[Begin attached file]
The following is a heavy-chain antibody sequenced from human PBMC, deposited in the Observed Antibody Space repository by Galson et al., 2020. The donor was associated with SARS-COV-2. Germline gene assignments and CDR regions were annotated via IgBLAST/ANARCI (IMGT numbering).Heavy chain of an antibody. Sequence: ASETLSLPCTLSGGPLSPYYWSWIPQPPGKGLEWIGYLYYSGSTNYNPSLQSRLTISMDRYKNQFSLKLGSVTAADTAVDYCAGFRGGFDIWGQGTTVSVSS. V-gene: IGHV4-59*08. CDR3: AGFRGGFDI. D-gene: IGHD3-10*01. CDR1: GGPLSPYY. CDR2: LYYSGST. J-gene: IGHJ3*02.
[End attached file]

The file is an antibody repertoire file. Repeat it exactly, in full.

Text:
The following is a heavy-chain antibody sequenced from human PBMC, deposited in the Observed Antibody Space repository by Galson et al., 2020. The donor was associated with SARS-COV-2. Germline gene assignments and CDR regions were annotated via IgBLAST/ANARCI (IMGT numbering).Heavy chain of an antibody. Sequence: ASETLSLPCTLSGGPLSPYYWSWIPQPPGKGLEWIGYLYYSGSTNYNPSLQSRLTISMDRYKNQFSLKLGSVTAADTAVDYCAGFRGGFDIWGQGTTVSVSS. V-gene: IGHV4-59*08. CDR3: AGFRGGFDI. D-gene: IGHD3-10*01. CDR1: GGPLSPYY. CDR2: LYYSGST. J-gene: IGHJ3*02.